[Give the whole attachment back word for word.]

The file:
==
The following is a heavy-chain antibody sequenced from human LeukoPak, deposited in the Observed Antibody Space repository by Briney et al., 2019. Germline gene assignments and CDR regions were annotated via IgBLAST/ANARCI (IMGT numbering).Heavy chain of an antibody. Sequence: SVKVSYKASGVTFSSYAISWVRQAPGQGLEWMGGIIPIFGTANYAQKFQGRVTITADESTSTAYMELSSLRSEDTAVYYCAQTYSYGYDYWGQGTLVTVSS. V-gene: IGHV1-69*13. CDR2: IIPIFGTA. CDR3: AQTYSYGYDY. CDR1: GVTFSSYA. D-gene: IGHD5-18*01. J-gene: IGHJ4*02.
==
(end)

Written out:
The following is a heavy-chain antibody sequenced from human LeukoPak, deposited in the Observed Antibody Space repository by Briney et al., 2019. Germline gene assignments and CDR regions were annotated via IgBLAST/ANARCI (IMGT numbering).Heavy chain of an antibody. Sequence: SVKVSYKASGVTFSSYAISWVRQAPGQGLEWMGGIIPIFGTANYAQKFQGRVTITADESTSTAYMELSSLRSEDTAVYYCAQTYSYGYDYWGQGTLVTVSS. V-gene: IGHV1-69*13. CDR2: IIPIFGTA. CDR3: AQTYSYGYDY. CDR1: GVTFSSYA. D-gene: IGHD5-18*01. J-gene: IGHJ4*02.